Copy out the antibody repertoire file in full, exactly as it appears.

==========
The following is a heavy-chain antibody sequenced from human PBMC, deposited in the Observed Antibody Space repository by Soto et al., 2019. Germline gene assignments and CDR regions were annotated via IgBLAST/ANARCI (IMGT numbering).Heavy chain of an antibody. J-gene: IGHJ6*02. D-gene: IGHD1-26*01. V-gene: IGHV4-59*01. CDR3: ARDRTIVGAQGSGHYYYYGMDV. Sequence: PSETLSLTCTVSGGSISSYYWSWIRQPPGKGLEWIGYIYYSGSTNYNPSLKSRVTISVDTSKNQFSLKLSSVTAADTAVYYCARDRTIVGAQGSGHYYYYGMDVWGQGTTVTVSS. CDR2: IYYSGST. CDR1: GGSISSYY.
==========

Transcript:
The following is a heavy-chain antibody sequenced from human PBMC, deposited in the Observed Antibody Space repository by Soto et al., 2019. Germline gene assignments and CDR regions were annotated via IgBLAST/ANARCI (IMGT numbering).Heavy chain of an antibody. J-gene: IGHJ6*02. D-gene: IGHD1-26*01. V-gene: IGHV4-59*01. CDR3: ARDRTIVGAQGSGHYYYYGMDV. Sequence: PSETLSLTCTVSGGSISSYYWSWIRQPPGKGLEWIGYIYYSGSTNYNPSLKSRVTISVDTSKNQFSLKLSSVTAADTAVYYCARDRTIVGAQGSGHYYYYGMDVWGQGTTVTVSS. CDR2: IYYSGST. CDR1: GGSISSYY.